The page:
Did I mention that it empties fast?
I have this distinct memory of Marines on some south pacific island, flushing out Japanese troops from caves. I should clarify. It isn’t my memory, but my memory of war footage. I always thought the Marines with the Thompsons were probably the most badass. Now I wonder if they weren’t also a little bit crazy.
The rate of fire not fast by modern standards, but it is still fast. The ammunition is very heavy. The gun itself is a beast of a thing. And when it is empty – when those Marines had run through all they could physically carry, then what did they have? An eleven-pound fighting stick. And these guys had to be uncomfortably close to their targets.
But let’s look back at its intended purpose. The Thompson was built for use in trench warfare. It didn’t make it into production in time to see action in the World War I. But it found a following in law enforcement. In an era when the cops were outgunned – or at least equaled – by their foes, the Thompson was a very effective tool. The cops and feds that carried these beasts were never far from their supply lines. They didn’t have to carry the guns on long marches through tropical terrain.
And it certainly does what it is intended to do. It would certainly sweep a trench clean (or get it really messy, actually). But take it out of the theater of war and there is potential for collateral damage. And then the criminals picked up Thompsons, too. This gun is not easy to control. But I hadn’t intended to open up a debate about gun control.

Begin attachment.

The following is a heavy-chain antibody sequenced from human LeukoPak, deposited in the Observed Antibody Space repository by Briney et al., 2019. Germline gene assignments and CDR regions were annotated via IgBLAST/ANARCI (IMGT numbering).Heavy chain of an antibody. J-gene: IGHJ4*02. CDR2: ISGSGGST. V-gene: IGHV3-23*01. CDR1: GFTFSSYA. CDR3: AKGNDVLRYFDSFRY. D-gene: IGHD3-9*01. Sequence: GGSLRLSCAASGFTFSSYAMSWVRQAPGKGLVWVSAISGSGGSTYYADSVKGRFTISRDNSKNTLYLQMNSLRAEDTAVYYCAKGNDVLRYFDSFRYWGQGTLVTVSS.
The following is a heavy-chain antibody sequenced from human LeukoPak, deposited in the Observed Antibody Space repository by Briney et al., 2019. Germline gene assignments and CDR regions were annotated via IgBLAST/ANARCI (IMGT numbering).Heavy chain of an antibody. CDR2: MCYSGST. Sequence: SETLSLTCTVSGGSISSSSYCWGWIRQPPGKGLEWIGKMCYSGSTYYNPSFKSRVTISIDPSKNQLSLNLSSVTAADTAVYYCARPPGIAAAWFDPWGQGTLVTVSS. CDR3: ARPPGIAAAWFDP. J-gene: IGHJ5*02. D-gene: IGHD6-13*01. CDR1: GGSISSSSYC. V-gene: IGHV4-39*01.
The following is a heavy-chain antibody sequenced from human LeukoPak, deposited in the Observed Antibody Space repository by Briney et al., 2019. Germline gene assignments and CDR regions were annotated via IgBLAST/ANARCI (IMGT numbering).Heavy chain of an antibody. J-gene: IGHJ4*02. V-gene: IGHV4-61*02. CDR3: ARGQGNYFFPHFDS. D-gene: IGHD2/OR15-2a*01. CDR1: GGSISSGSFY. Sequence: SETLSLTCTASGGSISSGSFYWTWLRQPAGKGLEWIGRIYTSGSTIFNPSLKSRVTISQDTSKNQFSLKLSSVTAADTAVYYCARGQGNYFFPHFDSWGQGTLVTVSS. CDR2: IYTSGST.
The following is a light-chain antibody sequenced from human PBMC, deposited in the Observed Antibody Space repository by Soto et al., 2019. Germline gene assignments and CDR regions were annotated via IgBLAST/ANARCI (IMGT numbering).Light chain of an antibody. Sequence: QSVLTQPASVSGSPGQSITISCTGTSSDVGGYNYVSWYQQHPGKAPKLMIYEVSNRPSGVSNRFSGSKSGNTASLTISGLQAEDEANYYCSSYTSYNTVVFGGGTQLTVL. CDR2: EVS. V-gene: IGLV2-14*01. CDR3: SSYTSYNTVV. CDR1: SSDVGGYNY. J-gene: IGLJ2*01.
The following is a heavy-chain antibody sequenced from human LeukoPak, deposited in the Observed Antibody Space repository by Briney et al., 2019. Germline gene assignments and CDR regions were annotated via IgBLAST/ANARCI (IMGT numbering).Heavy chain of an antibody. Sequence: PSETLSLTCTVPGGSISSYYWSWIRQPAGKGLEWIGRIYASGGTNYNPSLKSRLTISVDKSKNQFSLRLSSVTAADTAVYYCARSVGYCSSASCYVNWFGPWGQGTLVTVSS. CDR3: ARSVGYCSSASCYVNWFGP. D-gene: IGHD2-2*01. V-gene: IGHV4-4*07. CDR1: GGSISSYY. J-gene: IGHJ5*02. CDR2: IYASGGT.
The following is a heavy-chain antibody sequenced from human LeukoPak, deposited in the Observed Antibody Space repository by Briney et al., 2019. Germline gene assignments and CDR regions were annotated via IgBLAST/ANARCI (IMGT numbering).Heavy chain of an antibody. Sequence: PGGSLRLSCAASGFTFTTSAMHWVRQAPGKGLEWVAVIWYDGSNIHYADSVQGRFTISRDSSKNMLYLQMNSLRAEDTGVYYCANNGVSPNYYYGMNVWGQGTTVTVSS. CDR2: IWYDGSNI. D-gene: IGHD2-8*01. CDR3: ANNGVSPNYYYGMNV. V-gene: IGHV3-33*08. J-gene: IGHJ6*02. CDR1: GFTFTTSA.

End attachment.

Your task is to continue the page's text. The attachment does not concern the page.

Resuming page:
How Does it Shoot?
I think the word overkill might be the best adjective for the Thompson.
The Thompson’s mechanics are very straight forward. There are two toggle switches on the left side of the gun. One switches between full auto and single fire, and the other is the safety.
That’s it. Pulling the trigger releases the bolt. Releasing the bolt fires a round.
Hold on tight and don’t get distracted by the rainbow of brass spewing out of the chamber. Make sure the brass isn’t bouncing off the divider wall and into your shirt. I figured that one out quick.
I was surprised at how easily I could group shots at close range.
I shot 6 five round groups with groups ranging from 2.6” to 5.2” and had an average grouping of 3.42”.
But that isn’t really how this gun should be judged. After really getting a feel for the controls, I ran through several magazines on a silhouette. While the spread was tall, vertically, and tended to drift right, the bulk of the shots hit center-mass and all of them stayed on target.
And that’s what the gun was meant to do. It functions a bit like a buckshot from a scattergun. It puts lead in a predictable target area without the benefit of careful aim. It is meant to kill men. And it would do that exceptionally well.
I really liked working the Thompson. But at the same time I came away feeling really depressed. This gun was built in 1943 by Auto-Ordinance. It was meant to serve in our war efforts. As a rental at a gun range, it is a bit like an amusement park ride. And I’m still not sure how I feel about that. And I’m not sure how the staff at the Dominion Gun Range feel, either. They know the gun is special.
All of my reservations aside, I was really sad that I had to give the gun back. But I did. As I passed it back over the counter, I must have been wearing my mixed up emotions on my sleeve. The man behind the counter took the Thompson from me almost reverentially. “You know,” he said, “this Thompson gives us less trouble than any of the other machine guns we have in here.”
And that, I think, is saying something.